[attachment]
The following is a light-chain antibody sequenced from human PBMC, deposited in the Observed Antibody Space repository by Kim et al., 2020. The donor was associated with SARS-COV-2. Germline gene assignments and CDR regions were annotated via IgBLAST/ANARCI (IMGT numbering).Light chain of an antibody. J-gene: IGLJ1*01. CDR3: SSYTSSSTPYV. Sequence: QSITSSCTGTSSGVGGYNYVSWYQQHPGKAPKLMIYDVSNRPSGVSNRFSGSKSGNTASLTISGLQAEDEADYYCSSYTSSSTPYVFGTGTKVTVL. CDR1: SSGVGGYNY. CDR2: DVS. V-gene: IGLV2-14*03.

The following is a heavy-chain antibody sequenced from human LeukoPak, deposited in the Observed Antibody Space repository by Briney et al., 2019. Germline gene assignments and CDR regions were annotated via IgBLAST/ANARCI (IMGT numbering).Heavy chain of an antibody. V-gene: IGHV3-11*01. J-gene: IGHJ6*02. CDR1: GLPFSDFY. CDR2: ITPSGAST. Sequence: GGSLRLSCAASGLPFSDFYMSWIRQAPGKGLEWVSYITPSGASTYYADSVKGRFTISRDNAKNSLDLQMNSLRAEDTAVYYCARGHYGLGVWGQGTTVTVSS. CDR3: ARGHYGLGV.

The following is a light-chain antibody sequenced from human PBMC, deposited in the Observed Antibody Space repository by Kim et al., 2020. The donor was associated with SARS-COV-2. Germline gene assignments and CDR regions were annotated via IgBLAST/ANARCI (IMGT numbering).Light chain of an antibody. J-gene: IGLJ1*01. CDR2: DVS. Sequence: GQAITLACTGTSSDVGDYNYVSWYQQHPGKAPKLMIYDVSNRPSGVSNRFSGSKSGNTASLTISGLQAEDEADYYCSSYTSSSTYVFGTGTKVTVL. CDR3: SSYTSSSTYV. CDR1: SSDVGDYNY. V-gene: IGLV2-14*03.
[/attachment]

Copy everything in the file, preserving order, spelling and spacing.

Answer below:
The following is a light-chain antibody sequenced from human PBMC, deposited in the Observed Antibody Space repository by Kim et al., 2020. The donor was associated with SARS-COV-2. Germline gene assignments and CDR regions were annotated via IgBLAST/ANARCI (IMGT numbering).Light chain of an antibody. J-gene: IGLJ1*01. CDR3: SSYTSSSTPYV. Sequence: QSITSSCTGTSSGVGGYNYVSWYQQHPGKAPKLMIYDVSNRPSGVSNRFSGSKSGNTASLTISGLQAEDEADYYCSSYTSSSTPYVFGTGTKVTVL. CDR1: SSGVGGYNY. CDR2: DVS. V-gene: IGLV2-14*03.

The following is a heavy-chain antibody sequenced from human LeukoPak, deposited in the Observed Antibody Space repository by Briney et al., 2019. Germline gene assignments and CDR regions were annotated via IgBLAST/ANARCI (IMGT numbering).Heavy chain of an antibody. V-gene: IGHV3-11*01. J-gene: IGHJ6*02. CDR1: GLPFSDFY. CDR2: ITPSGAST. Sequence: GGSLRLSCAASGLPFSDFYMSWIRQAPGKGLEWVSYITPSGASTYYADSVKGRFTISRDNAKNSLDLQMNSLRAEDTAVYYCARGHYGLGVWGQGTTVTVSS. CDR3: ARGHYGLGV.

The following is a light-chain antibody sequenced from human PBMC, deposited in the Observed Antibody Space repository by Kim et al., 2020. The donor was associated with SARS-COV-2. Germline gene assignments and CDR regions were annotated via IgBLAST/ANARCI (IMGT numbering).Light chain of an antibody. J-gene: IGLJ1*01. CDR2: DVS. Sequence: GQAITLACTGTSSDVGDYNYVSWYQQHPGKAPKLMIYDVSNRPSGVSNRFSGSKSGNTASLTISGLQAEDEADYYCSSYTSSSTYVFGTGTKVTVL. CDR3: SSYTSSSTYV. CDR1: SSDVGDYNY. V-gene: IGLV2-14*03.